Two options allow agricultural producers to lean about conservation and food safety on their farm.
The Michigan Agricultural Environmental Assurance Program (MAEAP) is a proactive program for all farms to voluntarily prevent or minimize environmental pollution risks.
The farm is able to select a ‘system’ in which they wish to be verified, including Farmstead; Cropping; Livestock; and Forests, Wetlands and Habitat. Farmers work with a local MAEAP technician to implement changes on their farm to receive a MAEAP verification in any of the applicable systems.
The Michigan On-Farm Produce Safety Program is another program involving conservation practices on the farm. Through the program, a farm is able to receive a Certificate from the State of Michigan through successful completion of a Produce Safety Risk Assessment with your local Produce Safety Technician.
If a grower is already working with a MAEAP Technician, or has been verified in one or more of the Systems, there are some conservation practices overlap with food safety on the farm.
These two programs work together to implement additional conservation practices and food safety practices to a farm, enveloping the idea of co-management on the farm.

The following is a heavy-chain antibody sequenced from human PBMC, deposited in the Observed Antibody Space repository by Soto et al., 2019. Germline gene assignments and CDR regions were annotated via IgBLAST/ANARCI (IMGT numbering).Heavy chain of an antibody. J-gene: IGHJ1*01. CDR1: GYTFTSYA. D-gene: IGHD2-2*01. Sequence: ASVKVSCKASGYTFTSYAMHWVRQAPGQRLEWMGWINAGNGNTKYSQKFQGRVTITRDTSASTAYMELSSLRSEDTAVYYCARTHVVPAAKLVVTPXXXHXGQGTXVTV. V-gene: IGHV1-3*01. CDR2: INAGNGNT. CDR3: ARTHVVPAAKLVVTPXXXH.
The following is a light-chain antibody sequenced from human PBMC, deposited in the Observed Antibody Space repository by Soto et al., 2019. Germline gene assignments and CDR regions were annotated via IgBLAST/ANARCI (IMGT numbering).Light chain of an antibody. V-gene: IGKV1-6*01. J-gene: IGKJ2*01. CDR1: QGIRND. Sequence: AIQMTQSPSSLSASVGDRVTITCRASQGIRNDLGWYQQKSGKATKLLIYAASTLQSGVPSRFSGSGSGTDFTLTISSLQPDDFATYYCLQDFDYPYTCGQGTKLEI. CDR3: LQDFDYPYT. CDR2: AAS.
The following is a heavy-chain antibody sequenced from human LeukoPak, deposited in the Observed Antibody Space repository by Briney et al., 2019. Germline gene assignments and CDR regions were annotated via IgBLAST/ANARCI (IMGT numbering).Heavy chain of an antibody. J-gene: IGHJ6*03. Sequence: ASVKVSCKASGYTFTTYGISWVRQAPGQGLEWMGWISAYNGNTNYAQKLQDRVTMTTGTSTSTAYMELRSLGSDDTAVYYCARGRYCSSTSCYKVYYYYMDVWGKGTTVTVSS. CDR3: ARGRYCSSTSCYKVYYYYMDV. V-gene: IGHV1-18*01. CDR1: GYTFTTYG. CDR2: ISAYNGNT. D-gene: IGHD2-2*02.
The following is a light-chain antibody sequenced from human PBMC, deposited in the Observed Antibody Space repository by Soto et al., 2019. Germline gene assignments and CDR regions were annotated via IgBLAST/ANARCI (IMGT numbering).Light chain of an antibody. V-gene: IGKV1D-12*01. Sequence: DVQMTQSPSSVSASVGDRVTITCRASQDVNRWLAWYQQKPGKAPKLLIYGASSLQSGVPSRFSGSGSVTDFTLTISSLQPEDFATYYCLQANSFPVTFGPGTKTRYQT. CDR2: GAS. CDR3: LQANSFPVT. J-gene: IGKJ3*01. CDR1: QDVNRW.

“’Co-Management’ means farm system management approaches that respond to site-specific conditions by integrating cultural, biological, and mechanical practices that promote ecological balance and public health by conserving biodiversity, soil, water, air, energy and other natural resources, while also reducing pathogen hazards associated with food production.” (National Sustainable Agriculture Coalition).
Through MAEAP, a farm is addressing these food safety aspects: water quality, nutrient and pest management, livestock, manure and compost.
Some other on-farm conservation practices that improve produce safety include: wellhead protection; livestock lot stormwater containment; livestock lot dust control; animal waste storage; wetland restoration; sediment basins; prescribed grazing operations; cover cropping; soil health management; vegetative field buffers and conservation covers; riparian buffers, filter strips and grassy waterways.
View more information in the WFA Handbook: https://tinyurl.com/wfahandbook.
More resources are available on the co-management of food safety and conservation. This includes promoting ecological balance, conserving natural resources, protecting public health and reducing pathogen hazards. For more information contact a local Produce Safety Technician, MAEAP Technician or Michigan Food and Farming Systems: https://maeap.org.